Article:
The first poll is by a GOP polling firm. In a recent poll by the generally more respected Gallup organization, only 20 percent of respondents support the GOP position of deficit reduction through spending cuts only. Among Republicans, this position wins only 26 percent support. The second poll is a nearly meaningless one from U.S. News and World Report that asks people whether they would like their taxes raised. In the current debate, that’s never been a question on the table. When you ask people about a specific increase that is on the table – such as allowing rates to increase for those who make more than $250,000 a year – the public is wildly for it. It has 72 percent approval, according to a recent New York Times poll. But Boehner is against that, which, by the standard of his own press release, is not standing with the American people and therefore not leadership.

And then there is Senate Minority Leader Mitch McConnell:

McConnell is not anxious to join Boehner and Obama’s negotiations. On Tuesday he offered a Plan B that would raise the debt limit without any deal on larger issues like spending or taxes. It offers a potential back door for negotiators who may not be able to reach an agreement before the Aug. 2 deadline for default. Now that’s leadership, you might say: McConnell offended his party’s most vocal constituents – Tea Party activists opposed to a “clean” vote on the debt ceiling alone – in order to get a deal. McConnell is willing to look cravenly political to achieve an end, in this case avoiding default.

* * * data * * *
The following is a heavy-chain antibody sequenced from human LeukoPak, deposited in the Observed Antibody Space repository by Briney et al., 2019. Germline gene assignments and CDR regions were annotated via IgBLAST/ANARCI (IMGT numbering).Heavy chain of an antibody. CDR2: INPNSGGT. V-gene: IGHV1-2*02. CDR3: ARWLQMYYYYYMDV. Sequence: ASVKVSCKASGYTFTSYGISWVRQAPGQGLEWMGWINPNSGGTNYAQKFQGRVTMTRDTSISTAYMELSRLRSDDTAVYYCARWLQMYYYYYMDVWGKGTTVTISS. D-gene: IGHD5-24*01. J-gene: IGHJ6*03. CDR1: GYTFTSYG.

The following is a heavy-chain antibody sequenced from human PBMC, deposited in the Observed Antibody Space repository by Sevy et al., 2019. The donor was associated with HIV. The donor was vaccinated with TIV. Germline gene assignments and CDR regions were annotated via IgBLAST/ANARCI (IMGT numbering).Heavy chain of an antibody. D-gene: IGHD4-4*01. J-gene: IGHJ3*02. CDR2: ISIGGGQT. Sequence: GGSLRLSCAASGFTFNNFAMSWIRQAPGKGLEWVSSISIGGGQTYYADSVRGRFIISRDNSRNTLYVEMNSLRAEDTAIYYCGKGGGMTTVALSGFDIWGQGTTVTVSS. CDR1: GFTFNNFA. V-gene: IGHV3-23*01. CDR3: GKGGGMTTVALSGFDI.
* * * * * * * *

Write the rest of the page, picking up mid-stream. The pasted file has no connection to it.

The only slight problem is that the door may be blocked. Members of the House who support the Tea Party will not countenance the McConnell plan. It may be doomed.

And we may be doomed.

And then there is the new lead Republican negotiator, the Tea Party shill, Eric Cantor, and Joe Klein provides a take on Cantor’s leadership:

David Rogers over at Politico, who has been doing this – extremely well – for about as long as I have, has word that the President of the United States monstered down on Representative Eric Cantor in Wednesday’s deficit ceiling squabble. This is so refreshing on so many levels. Cantor has been using this crisis to undermine his leader John Boehner, by playing the Tea Party/Grover Norquist recalcitrance card. The boy badly needed someone to get up in his face and Barack Obama, of all people, apparently did, telling Cantor, in no uncertain terms, that he’d veto any short term deficit ceiling fix or, indeed, any plan that did not include revenue increases. Then Obama walked out, or the meeting ended, depending on whom you talk to.